In this image United promises a spotlighted zone of pleasure reading while in-flight. The actual environment of air travel has vanished, and is exchanged instead for a wish image of solitary enjoyment – as if this is time that a flying object would choose. Nevertheless, the exaggerated attitude of recline combined with the focal point of this advertisement – the book – belie the “hours of waiting” that comprise dead time. This is a time that confuses movement and stasis, ground and air, collective inhabitance of space and solipsistic spacing out.

The fantasy of isolation in the United Economy Plus advertisement piques an individualist meme that can represent bliss, as in the case of the happily relaxed airplane reader; but it is a meme that can equally result in existentialist dread – particularly when ensconced in the maddening confines of the airport. Flying objects are not always happy objects.

Time Can Stop Completely

In the United States, federal regulations recently were passed to punish airlines for keeping passengers on aircraft for over three hours on the taxiway; but curiously it is the passenger stranded in the airport who enduringly represents a particularly tortured soul. Consider this New Yorker cartoon that appeared in the magazine in 2009:


Figure 7. © Kim Warp, The New Yorker 4/20/2009.

This cartoon imagines Albert Einstein sitting in a prototypical airport departure lounge, his flaccid body in a familiar scrunched position, tired eyes staring blankly at nothing. The caption quips, “Einstein discovers that time can stop completely.”  In this image we can see crystallised the anxieties of flying objects and the imperative to sit at an awkward angle long before one’s plane leaves the ground – if only in anticipation of more of the same, in flight.

Here the elimination of speed is taken to its limit, with the airliner on the ground and no hints of a departure anytime soon: it is significant that the tarmac is vacant, with no workers, fuel trucks, or catering vans in sight. Jet travel, with its overt promise of an “excess of speed,” has resulted in a state of repose prior to the plane. And as if to make sure we get the joke about hard architecture, Einstein even sits in a row of actual Eames Tandem sling seats. This is “dead time” to such an extent that the great theorist of time is stymied by the mind-shattering temporal drag of everyday air travel, converted into an ironic flying object, sitting still, killing time. According to the cartoon, Einstein “discovers” this truth: it is as if a natural law is suddenly understood. [2]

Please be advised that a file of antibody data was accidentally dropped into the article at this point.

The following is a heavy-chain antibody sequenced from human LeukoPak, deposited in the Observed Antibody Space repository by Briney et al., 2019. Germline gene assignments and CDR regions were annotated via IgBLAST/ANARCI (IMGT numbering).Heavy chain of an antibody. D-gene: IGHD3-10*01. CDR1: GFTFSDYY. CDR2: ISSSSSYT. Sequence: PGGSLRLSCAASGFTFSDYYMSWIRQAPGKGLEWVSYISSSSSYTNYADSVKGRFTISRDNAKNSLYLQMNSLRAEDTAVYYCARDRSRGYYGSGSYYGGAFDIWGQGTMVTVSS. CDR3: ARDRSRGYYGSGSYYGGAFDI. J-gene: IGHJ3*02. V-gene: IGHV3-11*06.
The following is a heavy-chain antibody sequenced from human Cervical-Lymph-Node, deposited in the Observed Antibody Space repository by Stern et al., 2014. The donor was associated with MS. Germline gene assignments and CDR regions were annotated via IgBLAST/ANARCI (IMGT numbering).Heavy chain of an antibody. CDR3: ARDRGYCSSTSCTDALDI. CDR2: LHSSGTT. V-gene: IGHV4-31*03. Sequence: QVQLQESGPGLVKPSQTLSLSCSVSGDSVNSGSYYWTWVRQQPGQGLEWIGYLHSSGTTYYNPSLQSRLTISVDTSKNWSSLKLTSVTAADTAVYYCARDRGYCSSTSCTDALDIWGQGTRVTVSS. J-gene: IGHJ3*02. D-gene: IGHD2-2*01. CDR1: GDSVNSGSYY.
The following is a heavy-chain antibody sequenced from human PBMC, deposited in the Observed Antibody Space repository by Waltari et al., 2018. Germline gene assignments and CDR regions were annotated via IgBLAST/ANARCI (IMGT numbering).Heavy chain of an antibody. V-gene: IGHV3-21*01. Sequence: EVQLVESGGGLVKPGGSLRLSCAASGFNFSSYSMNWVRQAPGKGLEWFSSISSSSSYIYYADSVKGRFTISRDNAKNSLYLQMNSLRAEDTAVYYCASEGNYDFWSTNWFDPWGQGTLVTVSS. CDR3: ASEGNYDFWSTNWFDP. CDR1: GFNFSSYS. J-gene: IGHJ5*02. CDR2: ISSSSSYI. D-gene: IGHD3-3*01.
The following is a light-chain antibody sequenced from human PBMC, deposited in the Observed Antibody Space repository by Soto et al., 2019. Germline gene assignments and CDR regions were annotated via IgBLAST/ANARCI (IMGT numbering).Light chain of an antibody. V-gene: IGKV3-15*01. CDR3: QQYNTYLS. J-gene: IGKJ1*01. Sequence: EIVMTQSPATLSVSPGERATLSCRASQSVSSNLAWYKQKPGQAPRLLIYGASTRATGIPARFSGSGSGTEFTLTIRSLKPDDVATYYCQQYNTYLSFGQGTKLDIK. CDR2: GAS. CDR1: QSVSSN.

The anachronism of Einstein in the modern airport serves as an implicit layer of humor in the cartoon – yet it really raises another point of temporal confusion. Einstein died in 1955, while the cartoon is most likely intended to acquire its humor from the surge of staggering airport delays that have become new media events in recent years, and which are linked to terrorist threats, extreme weather patterns, and other global effects. Upon closer inspection, the anachronism grows less obvious.

First off, the airport architecture itself does not necessarily indicate an obvious anachronism, as the full viewing architectural tactics of floor-to-ceiling windows were well in effect by the mid-twentieth-century. In his book Airspaces David Pascoe notes how in 1961 Paris’s Orly airport was built to be “a window on the world, and a display case” (54). And as the media theorist Gillian Fuller has observed, historically “airports exult in a spectacle of outside” (164). These standards are hardly new features of airport design, then, and therefore Einstein’s place in the departure lounge is not de facto jarring.

In the visible outside within the cartoon, the plane in the background appears to be a Boeing 737, which first went into service in 1967 and is one of the most widely used planes in service today. But the fuselage and wing design is general enough to call to mind the early 1950s, when jet airliners first entered the market. The Eames Tandem chair, as we noted above, dates to 1962. On all these counts, then, placing Einstein in this airport delay is not that radical of a temporal discontiguity. But it is this ambiguous admixture of historical markers that reflects a reality principle accurate to flying objects: as if the project of time-saving, in fact, dulls temporal acuity. Furthermore, as we noted in The Last Tycoon, the boredom of airport waiting is hardly restricted to the contemporary traveler. On multiple points, then, the cartoon has almost a timeless quality.